Fed's Lockhart says U.S. risks losing its 'economic mojo'
NEW YORK (Reuters) - U.S. labor productivity has slipped and the trend in monthly new job creation appears to have slowed, a top U.S. Federal Reserve official said on Monday, warning that this was a call for action from public officials to reverse a worrying trend.
"Is America losing its economic mojo? There is some evidence to the affirmative," Atlanta Federal Reserve President Dennis Lockhart told a conference on creative leadership.
Lockhart, who is not a voting member of the Fed's policy-setting committee this year, also said monetary policy could aid economic dynamism by fostering favorable interest rates, provided that was "in a context of low and stable inflation."
But he made clear that the central bank could only do so much, and the rest would be up to other public officials to come up with ways to improve the economic climate.
The U.S. central bank stunned financial markets last week by opting to continue its campaign of purchasing bonds at a $85 billion monthly pace. This is part of its aggressive action to spur U.S. growth and hiring after a severe 2007-2009 recession.
The decision, which contradicted widespread expectations that the Fed would opt to begin scaling back the purchase program, highlighted an underlying dissatisfaction among officials with the performance of the U.S. economy.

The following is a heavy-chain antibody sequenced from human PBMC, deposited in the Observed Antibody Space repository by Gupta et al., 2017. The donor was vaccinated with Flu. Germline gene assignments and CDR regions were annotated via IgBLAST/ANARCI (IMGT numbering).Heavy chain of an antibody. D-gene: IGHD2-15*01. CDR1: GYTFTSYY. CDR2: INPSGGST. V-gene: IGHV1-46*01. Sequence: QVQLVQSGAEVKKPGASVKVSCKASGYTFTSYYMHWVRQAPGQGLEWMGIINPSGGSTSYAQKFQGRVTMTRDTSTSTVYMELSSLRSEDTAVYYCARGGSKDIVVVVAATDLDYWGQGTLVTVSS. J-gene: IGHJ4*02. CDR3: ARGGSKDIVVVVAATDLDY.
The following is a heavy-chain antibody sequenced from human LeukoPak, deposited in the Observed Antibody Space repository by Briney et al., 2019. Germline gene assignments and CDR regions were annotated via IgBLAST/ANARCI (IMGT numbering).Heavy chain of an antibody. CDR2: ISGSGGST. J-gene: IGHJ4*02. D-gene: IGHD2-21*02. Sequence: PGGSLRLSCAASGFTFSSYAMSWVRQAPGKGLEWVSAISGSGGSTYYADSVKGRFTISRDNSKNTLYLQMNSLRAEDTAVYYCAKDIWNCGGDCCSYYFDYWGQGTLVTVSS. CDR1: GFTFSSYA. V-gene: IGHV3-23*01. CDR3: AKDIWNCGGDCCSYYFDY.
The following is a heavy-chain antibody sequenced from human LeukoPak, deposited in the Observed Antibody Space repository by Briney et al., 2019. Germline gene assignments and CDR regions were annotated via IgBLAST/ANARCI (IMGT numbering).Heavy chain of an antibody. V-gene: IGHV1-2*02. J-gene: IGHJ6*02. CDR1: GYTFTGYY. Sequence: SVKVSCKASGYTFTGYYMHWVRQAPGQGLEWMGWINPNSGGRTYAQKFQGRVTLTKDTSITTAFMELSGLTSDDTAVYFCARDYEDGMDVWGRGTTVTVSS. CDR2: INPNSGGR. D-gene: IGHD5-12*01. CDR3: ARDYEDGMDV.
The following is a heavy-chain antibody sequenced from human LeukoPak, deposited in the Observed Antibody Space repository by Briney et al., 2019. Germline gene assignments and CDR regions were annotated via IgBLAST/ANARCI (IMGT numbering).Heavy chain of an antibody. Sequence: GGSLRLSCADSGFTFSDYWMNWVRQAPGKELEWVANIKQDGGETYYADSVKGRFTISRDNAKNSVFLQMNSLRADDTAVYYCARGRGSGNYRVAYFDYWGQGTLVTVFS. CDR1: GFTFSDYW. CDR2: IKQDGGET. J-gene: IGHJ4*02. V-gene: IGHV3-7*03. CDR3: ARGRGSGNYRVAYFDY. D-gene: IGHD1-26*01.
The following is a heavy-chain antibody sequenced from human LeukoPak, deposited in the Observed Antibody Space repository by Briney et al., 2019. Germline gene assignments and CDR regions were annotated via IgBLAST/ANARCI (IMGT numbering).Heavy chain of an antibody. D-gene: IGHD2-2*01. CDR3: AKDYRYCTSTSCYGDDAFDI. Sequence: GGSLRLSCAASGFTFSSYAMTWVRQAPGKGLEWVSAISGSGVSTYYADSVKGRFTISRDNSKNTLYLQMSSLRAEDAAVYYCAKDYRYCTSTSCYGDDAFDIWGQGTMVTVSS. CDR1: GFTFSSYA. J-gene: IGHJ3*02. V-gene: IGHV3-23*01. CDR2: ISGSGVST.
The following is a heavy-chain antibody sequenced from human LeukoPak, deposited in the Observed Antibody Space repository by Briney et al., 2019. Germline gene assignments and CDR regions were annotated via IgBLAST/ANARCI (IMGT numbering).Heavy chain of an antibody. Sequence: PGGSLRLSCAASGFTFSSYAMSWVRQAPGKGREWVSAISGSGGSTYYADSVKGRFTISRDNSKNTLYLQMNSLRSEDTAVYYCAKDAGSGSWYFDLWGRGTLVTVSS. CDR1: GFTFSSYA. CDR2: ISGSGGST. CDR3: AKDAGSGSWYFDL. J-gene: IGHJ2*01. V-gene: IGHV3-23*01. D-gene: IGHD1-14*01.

Political gridlock in Washington is another source of economic uncertainty, as lawmakers from the Republican and Democratic parties fight over a deal to avoid a government shutdown and raise the nation's debt ceiling.
The Fed cited headwinds from tighter fiscal policy as part of the reason it did not start to taper bond buying last week.
Lockhart, a policy centrist whose views are often taken to reflect the prevailing mode of the committee, noted that U.S. unemployment of 7.3 percent in August showed the nation's labor market had still not recovered.
"We've made a lot of progress, but there's a way to go before the Fed can claim that the maximum employment objective has been achieved," he said, referring to the central bank's dual mandate from Congress, which also includes price stability.
Monthly U.S. non-farm job creation has slipped to an average of 148,000 in the past three months, versus 184,000/month in the last 12 months, while labor productivity growth was averaging "significantly below historic norms," he said.
In addition, the drop in the unemployment rate has been driven in part by people leaving the labor market, as measured by lower labor force participation, which was not a good sign for the nation's long-term economic health.
"Lower participation may mean somewhat lower potential for the economy. That's a concern," Lockhart told the audience.
This could prove to be a temporary spell of low productivity growth, which will correct itself as demand kicks into higher gear, Lockhart said.
But he also highlighted other signs of declining dynamism, including fewer new businesses being launched, and a decline in U.S. employment reallocation, with a smaller percentage of the workforce changing jobs every quarter.
"Against this backdrop of declines in the rates of job and worker reallocation, slower new business formation, and a sub par rate of productivity growth, is there a call to action? I think yes," Lockhart said.
(Reporting By Lucia Lopez, writing by Alister Bull; Editing by Chizu Nomiyama)